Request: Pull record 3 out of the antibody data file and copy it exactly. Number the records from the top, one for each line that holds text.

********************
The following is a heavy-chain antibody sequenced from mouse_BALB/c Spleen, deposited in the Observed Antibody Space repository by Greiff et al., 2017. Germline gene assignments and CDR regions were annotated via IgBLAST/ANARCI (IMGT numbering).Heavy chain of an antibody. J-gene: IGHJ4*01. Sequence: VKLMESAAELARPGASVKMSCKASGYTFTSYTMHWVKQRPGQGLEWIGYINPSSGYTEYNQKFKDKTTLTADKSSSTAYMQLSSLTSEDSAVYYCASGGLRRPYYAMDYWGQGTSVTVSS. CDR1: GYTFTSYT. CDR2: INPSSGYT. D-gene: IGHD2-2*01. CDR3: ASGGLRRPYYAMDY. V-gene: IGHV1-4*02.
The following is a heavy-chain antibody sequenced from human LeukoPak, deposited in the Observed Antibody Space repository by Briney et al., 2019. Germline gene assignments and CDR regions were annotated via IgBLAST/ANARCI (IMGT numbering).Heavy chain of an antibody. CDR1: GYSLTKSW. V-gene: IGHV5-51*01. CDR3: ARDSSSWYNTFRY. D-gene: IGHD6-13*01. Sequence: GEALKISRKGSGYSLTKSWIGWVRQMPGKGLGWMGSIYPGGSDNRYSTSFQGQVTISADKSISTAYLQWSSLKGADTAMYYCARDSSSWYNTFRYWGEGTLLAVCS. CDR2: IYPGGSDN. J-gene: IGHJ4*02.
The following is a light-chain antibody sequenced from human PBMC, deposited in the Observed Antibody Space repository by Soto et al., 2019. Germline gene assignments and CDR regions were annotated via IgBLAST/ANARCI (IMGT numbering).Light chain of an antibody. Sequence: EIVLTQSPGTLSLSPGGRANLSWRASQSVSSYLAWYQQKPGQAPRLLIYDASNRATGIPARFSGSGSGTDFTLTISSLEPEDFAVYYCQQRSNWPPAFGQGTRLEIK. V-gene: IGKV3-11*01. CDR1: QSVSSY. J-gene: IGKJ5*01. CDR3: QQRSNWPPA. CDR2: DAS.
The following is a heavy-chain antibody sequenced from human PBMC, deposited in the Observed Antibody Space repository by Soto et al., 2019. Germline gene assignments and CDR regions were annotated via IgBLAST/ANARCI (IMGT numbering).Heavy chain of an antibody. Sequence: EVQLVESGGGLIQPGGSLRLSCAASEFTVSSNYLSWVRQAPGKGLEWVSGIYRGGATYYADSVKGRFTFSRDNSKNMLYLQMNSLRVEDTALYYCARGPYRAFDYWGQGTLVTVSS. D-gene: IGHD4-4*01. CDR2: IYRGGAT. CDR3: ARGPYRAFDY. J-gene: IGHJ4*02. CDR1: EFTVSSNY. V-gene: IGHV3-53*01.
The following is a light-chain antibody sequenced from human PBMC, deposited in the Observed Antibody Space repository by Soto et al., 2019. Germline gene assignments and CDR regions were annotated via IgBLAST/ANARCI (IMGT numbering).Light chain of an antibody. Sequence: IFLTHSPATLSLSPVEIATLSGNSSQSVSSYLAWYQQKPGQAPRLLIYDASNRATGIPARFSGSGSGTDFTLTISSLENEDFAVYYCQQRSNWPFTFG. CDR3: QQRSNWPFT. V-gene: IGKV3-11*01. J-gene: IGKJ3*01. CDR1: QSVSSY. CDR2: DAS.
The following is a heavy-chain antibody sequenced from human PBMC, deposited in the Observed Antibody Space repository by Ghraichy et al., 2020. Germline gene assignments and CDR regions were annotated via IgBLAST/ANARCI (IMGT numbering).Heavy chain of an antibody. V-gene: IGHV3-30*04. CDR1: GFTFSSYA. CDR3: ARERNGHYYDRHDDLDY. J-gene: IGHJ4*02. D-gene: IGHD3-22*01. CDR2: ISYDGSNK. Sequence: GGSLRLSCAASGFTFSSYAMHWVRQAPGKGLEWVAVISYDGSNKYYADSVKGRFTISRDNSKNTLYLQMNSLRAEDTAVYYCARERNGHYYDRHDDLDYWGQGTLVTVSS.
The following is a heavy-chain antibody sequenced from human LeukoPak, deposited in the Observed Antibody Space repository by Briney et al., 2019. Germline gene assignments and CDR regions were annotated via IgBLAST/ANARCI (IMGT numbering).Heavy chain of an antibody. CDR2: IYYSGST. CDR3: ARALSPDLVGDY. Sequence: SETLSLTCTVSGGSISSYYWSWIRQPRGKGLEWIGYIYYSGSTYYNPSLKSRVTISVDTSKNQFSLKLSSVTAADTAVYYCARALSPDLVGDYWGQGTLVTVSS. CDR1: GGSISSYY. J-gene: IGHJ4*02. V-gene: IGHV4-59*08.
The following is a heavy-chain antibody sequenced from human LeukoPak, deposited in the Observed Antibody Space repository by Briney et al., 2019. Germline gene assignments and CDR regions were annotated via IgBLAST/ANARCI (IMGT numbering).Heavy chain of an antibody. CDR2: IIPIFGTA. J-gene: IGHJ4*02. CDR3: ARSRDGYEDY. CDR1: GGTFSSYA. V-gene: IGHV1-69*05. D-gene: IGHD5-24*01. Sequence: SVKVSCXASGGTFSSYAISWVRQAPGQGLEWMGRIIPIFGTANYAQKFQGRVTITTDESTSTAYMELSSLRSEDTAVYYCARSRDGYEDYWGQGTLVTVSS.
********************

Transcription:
The following is a light-chain antibody sequenced from human PBMC, deposited in the Observed Antibody Space repository by Soto et al., 2019. Germline gene assignments and CDR regions were annotated via IgBLAST/ANARCI (IMGT numbering).Light chain of an antibody. Sequence: EIVLTQSPGTLSLSPGGRANLSWRASQSVSSYLAWYQQKPGQAPRLLIYDASNRATGIPARFSGSGSGTDFTLTISSLEPEDFAVYYCQQRSNWPPAFGQGTRLEIK. V-gene: IGKV3-11*01. CDR1: QSVSSY. J-gene: IGKJ5*01. CDR3: QQRSNWPPA. CDR2: DAS.